Flu Drug Blocks Household Spread by 86%

By Gene Emery

July 09, 2020

(Reuters Health) - A single dose of the influenza drug baloxavir marboxil, if given quickly to the family members of someone who has developed the flu, can prevent 86% of parents and siblings from falling ill themselves, according to a new Japanese study published in the New England Journal of Medicine.

"The trial adds baloxavir to other antiviral agents . . . that have shown efficacy in reducing the transmission of influenza virus in households when used for early treatment in index patients and for postexposure prophylaxis in their contacts," according to an accompanying editorial by Dr. Timothy Uyeki of the U.S. Centers for Disease Control and Prevention in Atlanta.

Other such drugs are oseltamivir, zanamivir and peramivir. Baloxavir is sold under the brand name Xofluza by Roche. Shionogi, which developed the drug and has marketing rights in Japan, paid for the study.

The test, conducted during the 2018-2019 influenza season, involved giving the drug or placebo to 752 volunteers who lived in the household of someone - frequently a child - who had just been diagnosed with influenza, usually influenza A.

Among placebo recipients, 13.6% developed the flu themselves. But among those who took a baloxavir pill instead, only 1.9% fell ill (P<0.001).

"A single oral dose of baloxavir was highly effective in preventing influenza in household contacts," said the research team, led by Dr. Hideyuki Ikematsu of Ricerca Clinica in Fukuoka, Japan.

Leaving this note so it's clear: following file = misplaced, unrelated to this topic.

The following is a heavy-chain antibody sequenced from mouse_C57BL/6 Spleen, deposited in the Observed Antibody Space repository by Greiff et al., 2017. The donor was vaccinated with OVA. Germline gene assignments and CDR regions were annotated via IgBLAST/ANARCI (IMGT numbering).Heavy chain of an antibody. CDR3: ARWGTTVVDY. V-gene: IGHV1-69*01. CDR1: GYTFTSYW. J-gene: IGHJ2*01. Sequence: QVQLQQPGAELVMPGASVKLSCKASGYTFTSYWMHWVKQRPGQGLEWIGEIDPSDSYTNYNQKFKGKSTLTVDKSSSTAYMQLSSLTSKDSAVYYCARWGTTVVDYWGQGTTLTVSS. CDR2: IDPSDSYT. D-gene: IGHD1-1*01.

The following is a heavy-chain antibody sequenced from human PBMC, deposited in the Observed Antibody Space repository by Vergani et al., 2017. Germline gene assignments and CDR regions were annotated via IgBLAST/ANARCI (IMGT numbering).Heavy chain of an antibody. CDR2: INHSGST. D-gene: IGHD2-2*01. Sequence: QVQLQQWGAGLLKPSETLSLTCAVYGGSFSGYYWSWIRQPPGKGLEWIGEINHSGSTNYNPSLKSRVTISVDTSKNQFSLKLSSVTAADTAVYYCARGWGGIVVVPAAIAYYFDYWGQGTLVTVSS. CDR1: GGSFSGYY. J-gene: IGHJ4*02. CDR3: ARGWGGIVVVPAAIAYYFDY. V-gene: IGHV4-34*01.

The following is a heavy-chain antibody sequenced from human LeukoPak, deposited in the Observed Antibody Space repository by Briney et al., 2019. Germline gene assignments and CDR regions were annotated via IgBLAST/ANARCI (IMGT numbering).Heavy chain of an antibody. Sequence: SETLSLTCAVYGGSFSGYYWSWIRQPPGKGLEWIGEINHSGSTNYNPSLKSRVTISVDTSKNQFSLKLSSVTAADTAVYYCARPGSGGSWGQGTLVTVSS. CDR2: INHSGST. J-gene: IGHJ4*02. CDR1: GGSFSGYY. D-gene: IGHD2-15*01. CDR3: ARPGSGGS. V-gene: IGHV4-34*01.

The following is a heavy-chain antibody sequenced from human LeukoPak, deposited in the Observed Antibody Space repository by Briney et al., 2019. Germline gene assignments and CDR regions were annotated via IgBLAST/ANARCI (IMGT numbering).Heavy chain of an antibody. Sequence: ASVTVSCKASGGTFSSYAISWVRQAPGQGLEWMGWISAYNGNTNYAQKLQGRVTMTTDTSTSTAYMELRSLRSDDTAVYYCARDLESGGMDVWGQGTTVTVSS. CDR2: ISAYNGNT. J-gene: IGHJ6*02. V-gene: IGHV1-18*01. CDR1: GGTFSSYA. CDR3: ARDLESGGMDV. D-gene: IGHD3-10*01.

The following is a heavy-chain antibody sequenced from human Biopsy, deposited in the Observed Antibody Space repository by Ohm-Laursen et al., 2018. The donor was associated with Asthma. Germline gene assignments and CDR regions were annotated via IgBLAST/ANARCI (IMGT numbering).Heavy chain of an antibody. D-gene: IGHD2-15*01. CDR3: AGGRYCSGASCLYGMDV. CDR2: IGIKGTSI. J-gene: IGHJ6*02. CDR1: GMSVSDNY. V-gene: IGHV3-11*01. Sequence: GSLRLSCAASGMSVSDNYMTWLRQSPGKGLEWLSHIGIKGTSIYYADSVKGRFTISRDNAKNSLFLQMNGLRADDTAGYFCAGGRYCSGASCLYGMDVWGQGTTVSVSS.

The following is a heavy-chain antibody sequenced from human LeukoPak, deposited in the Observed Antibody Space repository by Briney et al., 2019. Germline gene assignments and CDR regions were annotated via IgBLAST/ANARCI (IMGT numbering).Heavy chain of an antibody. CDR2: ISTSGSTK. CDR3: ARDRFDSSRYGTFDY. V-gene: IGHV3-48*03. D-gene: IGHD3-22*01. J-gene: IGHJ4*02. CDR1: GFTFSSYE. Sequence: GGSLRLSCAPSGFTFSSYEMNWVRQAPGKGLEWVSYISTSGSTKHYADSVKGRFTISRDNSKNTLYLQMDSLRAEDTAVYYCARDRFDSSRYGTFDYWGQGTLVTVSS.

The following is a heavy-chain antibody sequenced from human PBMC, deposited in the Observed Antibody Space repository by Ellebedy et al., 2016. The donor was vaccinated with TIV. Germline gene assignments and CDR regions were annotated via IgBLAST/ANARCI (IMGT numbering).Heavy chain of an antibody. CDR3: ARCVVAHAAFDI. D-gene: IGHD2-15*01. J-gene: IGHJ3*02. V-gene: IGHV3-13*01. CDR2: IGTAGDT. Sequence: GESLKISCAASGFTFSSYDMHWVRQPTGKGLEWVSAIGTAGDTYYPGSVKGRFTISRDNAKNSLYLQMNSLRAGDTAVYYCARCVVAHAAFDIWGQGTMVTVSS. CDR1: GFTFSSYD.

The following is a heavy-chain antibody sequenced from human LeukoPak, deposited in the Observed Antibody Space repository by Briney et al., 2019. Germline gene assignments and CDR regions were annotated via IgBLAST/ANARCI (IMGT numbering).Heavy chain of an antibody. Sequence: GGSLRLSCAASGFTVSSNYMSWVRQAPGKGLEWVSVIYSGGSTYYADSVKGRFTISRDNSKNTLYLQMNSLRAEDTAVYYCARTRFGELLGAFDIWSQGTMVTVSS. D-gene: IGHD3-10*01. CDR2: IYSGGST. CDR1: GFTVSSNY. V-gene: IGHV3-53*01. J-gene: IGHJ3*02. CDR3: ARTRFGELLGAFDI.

"Baloxavir prophylaxis was effective in high-risk participants, in children younger than 12 years of age, and in unvaccinated participants," they said.

The household members getting the drug, 19% of whom were under the age of 12, were just as likely to experience side effects as those who took a placebo.

Dr. Uyeki noted that the drug is currently not approved in the U.S. for children under 12. But in Japan, younger children are typically given an antiviral agent if they develop the flu.

When the Ikematsu team looked at the results for those younger children given the drug, they found that it lowered the risk of illness by 73%.

Another factor that could affect its benefits in the U.S., said Dr. Uyeki, is that "unlike in Japan, where patients typically seek medical care for influenza testing and early antiviral treatment soon after the onset of illness, in the United States, even high-risk patients with influenza may not present within 2 days after the onset of illness and may not always receive early antiviral treatment."

The drug has to be given early to be most effective.

There is concern that the flu virus might develop a resistance to baloxavir, which was approved in the U.S. and Japan in 2018.

The Ikematsu team said the new results "suggest the need for studying its prophylactic efficacy in other non-household settings," such as dormitories and schools.

SOURCES: https://bit.ly/2BU1Gbc and https://bit.ly/3gDOaHv The New England Journal of Medicine, online July 8, 2020.

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